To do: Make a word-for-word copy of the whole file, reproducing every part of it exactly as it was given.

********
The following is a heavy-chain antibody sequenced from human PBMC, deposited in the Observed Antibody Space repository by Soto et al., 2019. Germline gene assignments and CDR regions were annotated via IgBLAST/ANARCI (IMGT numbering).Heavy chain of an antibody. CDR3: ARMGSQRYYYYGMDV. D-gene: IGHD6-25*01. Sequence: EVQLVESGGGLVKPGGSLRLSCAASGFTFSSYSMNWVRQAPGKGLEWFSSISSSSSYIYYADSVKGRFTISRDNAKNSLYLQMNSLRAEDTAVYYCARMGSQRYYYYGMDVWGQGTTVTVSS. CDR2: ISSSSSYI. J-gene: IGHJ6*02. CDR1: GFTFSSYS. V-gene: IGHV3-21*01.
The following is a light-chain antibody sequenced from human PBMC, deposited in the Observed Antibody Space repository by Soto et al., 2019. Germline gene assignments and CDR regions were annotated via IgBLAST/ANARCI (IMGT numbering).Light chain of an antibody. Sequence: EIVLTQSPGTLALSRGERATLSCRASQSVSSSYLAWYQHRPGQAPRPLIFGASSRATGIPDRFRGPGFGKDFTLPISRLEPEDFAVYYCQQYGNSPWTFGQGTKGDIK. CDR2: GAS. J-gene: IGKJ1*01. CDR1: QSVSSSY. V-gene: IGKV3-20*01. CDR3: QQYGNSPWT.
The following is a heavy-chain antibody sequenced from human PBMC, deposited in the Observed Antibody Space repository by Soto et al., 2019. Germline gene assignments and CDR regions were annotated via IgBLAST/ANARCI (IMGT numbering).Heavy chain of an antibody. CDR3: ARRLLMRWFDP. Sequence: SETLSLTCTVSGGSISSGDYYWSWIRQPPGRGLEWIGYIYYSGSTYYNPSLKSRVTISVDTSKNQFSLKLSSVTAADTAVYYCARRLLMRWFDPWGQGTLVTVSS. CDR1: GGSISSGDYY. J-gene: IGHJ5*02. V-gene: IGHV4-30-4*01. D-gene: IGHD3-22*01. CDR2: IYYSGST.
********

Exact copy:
The following is a heavy-chain antibody sequenced from human PBMC, deposited in the Observed Antibody Space repository by Soto et al., 2019. Germline gene assignments and CDR regions were annotated via IgBLAST/ANARCI (IMGT numbering).Heavy chain of an antibody. CDR3: ARMGSQRYYYYGMDV. D-gene: IGHD6-25*01. Sequence: EVQLVESGGGLVKPGGSLRLSCAASGFTFSSYSMNWVRQAPGKGLEWFSSISSSSSYIYYADSVKGRFTISRDNAKNSLYLQMNSLRAEDTAVYYCARMGSQRYYYYGMDVWGQGTTVTVSS. CDR2: ISSSSSYI. J-gene: IGHJ6*02. CDR1: GFTFSSYS. V-gene: IGHV3-21*01.
The following is a light-chain antibody sequenced from human PBMC, deposited in the Observed Antibody Space repository by Soto et al., 2019. Germline gene assignments and CDR regions were annotated via IgBLAST/ANARCI (IMGT numbering).Light chain of an antibody. Sequence: EIVLTQSPGTLALSRGERATLSCRASQSVSSSYLAWYQHRPGQAPRPLIFGASSRATGIPDRFRGPGFGKDFTLPISRLEPEDFAVYYCQQYGNSPWTFGQGTKGDIK. CDR2: GAS. J-gene: IGKJ1*01. CDR1: QSVSSSY. V-gene: IGKV3-20*01. CDR3: QQYGNSPWT.
The following is a heavy-chain antibody sequenced from human PBMC, deposited in the Observed Antibody Space repository by Soto et al., 2019. Germline gene assignments and CDR regions were annotated via IgBLAST/ANARCI (IMGT numbering).Heavy chain of an antibody. CDR3: ARRLLMRWFDP. Sequence: SETLSLTCTVSGGSISSGDYYWSWIRQPPGRGLEWIGYIYYSGSTYYNPSLKSRVTISVDTSKNQFSLKLSSVTAADTAVYYCARRLLMRWFDPWGQGTLVTVSS. CDR1: GGSISSGDYY. J-gene: IGHJ5*02. V-gene: IGHV4-30-4*01. D-gene: IGHD3-22*01. CDR2: IYYSGST.